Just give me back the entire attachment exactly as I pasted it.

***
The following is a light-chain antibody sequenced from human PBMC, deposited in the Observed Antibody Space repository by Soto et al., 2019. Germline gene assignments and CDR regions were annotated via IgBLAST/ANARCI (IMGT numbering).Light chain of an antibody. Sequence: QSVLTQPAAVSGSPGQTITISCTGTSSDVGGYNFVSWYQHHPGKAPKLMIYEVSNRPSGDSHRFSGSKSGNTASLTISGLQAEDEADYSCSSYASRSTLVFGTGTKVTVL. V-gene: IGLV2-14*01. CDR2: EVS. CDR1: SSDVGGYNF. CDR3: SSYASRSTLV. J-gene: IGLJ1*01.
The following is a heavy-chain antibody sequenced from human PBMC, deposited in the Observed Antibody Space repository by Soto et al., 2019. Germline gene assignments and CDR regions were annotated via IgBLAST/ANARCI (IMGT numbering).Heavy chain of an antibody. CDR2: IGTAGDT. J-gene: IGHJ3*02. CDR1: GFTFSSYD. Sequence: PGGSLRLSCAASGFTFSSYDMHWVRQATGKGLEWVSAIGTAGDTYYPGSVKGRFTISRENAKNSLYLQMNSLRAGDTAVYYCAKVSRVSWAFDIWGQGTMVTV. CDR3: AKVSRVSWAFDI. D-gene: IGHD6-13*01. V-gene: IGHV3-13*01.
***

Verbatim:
The following is a light-chain antibody sequenced from human PBMC, deposited in the Observed Antibody Space repository by Soto et al., 2019. Germline gene assignments and CDR regions were annotated via IgBLAST/ANARCI (IMGT numbering).Light chain of an antibody. Sequence: QSVLTQPAAVSGSPGQTITISCTGTSSDVGGYNFVSWYQHHPGKAPKLMIYEVSNRPSGDSHRFSGSKSGNTASLTISGLQAEDEADYSCSSYASRSTLVFGTGTKVTVL. V-gene: IGLV2-14*01. CDR2: EVS. CDR1: SSDVGGYNF. CDR3: SSYASRSTLV. J-gene: IGLJ1*01.
The following is a heavy-chain antibody sequenced from human PBMC, deposited in the Observed Antibody Space repository by Soto et al., 2019. Germline gene assignments and CDR regions were annotated via IgBLAST/ANARCI (IMGT numbering).Heavy chain of an antibody. CDR2: IGTAGDT. J-gene: IGHJ3*02. CDR1: GFTFSSYD. Sequence: PGGSLRLSCAASGFTFSSYDMHWVRQATGKGLEWVSAIGTAGDTYYPGSVKGRFTISRENAKNSLYLQMNSLRAGDTAVYYCAKVSRVSWAFDIWGQGTMVTV. CDR3: AKVSRVSWAFDI. D-gene: IGHD6-13*01. V-gene: IGHV3-13*01.